A look at what options are available for these patients.

A recent meta-analysis of refractive error distribution across the world reported astigmatism to be the most common refractive error in both children and adults.1 There are now many contact lens options for these patients who have astigmatism, from soft toric daily disposable to scleral GP contact lenses. However, patients who have high ametropia and significant amounts of astigmatism have fewer contact lens options. Yet, these patients may benefit the most from contact lenses because of poor cosmesis and induced visual aberrations through spectacle correction. Determining the contact lens that provides the best vision for these patients often requires unique fitting considerations. This article discusses the challenges and strategies in fitting contact lenses for patients who have high ametropia and astigmatism.

The first step in evaluating a patient who has astigmatism is to confirm that the patient has a regular cornea by ruling out any irregularity. This can be determined by interpreting a corneal topography map and screening for localized areas of corneal steepening. If a corneal topographer is not available, measure corneal curvatures with a manual keratometer and note any distortions in the mire pattern.

Regular astigmatism occurs when the two primary meridians are 90º apart (Figure 1). Irregular astigmatism will have the two primary meridians oblique to one another (not 90º apart) (Figure 2). Patients who have an irregular cornea will typically exhibit high refractive astigmatism and will have a distorted or warped ocular surface, creating symptoms of blurred vision with spectacles and soft contact lenses.

Figure 1. Regular corneal astigmatism. With-the-rule corneal astigmatism (A). Against-the-rule corneal astigmatism (B).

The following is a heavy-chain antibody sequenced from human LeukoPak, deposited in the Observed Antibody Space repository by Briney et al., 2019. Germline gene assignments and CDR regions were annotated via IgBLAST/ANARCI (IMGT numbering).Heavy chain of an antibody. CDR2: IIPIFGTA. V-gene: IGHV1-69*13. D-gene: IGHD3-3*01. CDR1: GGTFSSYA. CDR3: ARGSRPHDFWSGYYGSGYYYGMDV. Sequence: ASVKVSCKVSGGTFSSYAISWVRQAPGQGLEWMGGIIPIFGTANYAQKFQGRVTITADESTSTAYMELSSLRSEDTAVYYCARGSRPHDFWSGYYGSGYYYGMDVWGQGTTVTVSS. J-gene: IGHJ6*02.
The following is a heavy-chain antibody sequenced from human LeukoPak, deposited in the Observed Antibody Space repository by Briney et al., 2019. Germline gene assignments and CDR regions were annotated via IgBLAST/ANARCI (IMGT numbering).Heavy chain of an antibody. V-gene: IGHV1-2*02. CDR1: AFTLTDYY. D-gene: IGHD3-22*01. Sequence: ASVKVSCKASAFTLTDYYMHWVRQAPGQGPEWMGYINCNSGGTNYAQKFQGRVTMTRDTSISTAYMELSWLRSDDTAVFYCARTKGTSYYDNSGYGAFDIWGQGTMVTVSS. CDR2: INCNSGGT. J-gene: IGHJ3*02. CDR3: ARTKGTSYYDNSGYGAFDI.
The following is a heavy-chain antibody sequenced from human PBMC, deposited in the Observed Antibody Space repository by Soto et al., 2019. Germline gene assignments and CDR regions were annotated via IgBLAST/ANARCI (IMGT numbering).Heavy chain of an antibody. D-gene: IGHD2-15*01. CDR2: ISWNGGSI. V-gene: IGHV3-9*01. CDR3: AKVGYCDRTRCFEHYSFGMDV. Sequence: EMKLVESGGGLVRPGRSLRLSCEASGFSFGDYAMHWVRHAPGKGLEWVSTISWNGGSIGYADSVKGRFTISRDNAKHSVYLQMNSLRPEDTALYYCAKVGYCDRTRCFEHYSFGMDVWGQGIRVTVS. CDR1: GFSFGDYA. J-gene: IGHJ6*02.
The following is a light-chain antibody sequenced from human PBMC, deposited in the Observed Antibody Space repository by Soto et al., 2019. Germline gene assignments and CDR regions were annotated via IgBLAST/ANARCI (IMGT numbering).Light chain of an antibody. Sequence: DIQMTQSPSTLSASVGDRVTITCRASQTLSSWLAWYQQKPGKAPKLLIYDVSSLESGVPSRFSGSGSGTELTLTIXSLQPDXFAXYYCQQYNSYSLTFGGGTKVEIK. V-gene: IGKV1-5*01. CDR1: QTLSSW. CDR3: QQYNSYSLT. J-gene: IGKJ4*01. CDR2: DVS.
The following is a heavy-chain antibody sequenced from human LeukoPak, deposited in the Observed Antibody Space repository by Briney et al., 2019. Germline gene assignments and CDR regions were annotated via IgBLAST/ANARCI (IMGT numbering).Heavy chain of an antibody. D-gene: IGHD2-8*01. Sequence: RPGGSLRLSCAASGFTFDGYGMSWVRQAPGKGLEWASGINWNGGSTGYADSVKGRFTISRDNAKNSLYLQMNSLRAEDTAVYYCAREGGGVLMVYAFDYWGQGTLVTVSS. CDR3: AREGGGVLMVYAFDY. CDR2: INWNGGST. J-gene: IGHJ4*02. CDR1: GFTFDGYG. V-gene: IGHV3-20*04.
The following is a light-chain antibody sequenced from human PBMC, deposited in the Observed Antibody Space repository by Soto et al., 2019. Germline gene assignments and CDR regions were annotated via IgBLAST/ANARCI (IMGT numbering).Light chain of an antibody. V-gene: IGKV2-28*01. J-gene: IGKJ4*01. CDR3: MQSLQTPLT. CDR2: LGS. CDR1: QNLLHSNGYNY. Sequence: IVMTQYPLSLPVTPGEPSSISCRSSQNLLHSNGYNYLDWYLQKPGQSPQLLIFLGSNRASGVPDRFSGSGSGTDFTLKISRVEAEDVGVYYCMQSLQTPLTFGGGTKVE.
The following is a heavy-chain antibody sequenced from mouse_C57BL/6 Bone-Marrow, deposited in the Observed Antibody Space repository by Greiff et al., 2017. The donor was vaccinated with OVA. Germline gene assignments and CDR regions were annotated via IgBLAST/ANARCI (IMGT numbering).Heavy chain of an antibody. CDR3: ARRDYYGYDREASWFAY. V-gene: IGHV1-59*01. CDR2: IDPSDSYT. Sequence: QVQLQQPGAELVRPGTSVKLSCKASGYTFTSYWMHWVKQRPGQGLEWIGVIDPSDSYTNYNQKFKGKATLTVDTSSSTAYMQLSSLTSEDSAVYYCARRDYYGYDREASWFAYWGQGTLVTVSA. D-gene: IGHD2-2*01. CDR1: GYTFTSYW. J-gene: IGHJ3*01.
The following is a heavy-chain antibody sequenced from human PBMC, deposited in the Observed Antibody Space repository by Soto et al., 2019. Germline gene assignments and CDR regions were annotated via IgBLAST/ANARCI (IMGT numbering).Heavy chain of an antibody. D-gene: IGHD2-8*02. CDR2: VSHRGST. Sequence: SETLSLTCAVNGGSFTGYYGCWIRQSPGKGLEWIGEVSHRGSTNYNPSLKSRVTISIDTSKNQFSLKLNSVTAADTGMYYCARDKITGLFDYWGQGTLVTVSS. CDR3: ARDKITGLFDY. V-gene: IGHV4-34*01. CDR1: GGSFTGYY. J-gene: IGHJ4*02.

Figure 2. Regular versus irregular corneal astigmatism. Regular corneal astigmatism (A). Irregular corneal astigmatism (B).

If a patient has regular corneal astigmatism, determine whether the astigmatism is corneal or lenticular. If the astigmatism is mostly located on the corneal surface where the amount of corneal toricity is similar to the amount of refractive astigmatism, both soft and rigid contact lenses would be good options. If the corneal surface is nearly spherical and the patient has a significant amount of refractive astigmatism, the patient’s astigmatism is primarily lenticular; in this case, the best option would be a soft toric contact lens (Table 1).

  • Soft toric CL
  • Corneal GP lens
  • Scleral GP lens
  • Soft toric CL


Silicone hydrogel materials have reduced the number of complications from corneal hypoxia that resulted from wearing low-Dk thick contact lenses. However, mass-produced, frequent replacement soft toric contact lenses (daily, two-week, and monthly replacement) are still limited in power parameters, typically available up to –2.25D of cylinder, with a few available up to –2.75D of cylinder. These ready-made frequent replacement contact lenses also come in limited spherical powers, typically ±10.00D. Therefore, if a patient’s refractive error consists of a high spherical and astigmatism component, a custom soft toric contact lens is necessary, in which case the replacement interval is either monthly, quarterly, or annually.

Stability Soft toric contact lenses are comfortable, convenient, and relatively easy to fit. Most ready-made contact lens manufacturers offer diagnostic fitting sets or allow practitioners to order trial lenses during the evaluation period. In addition to ensuring good patient comfort, the success of soft toric contact lens fitting requires that practitioners properly assess both the on-eye rotation and the rotational stability of the lens.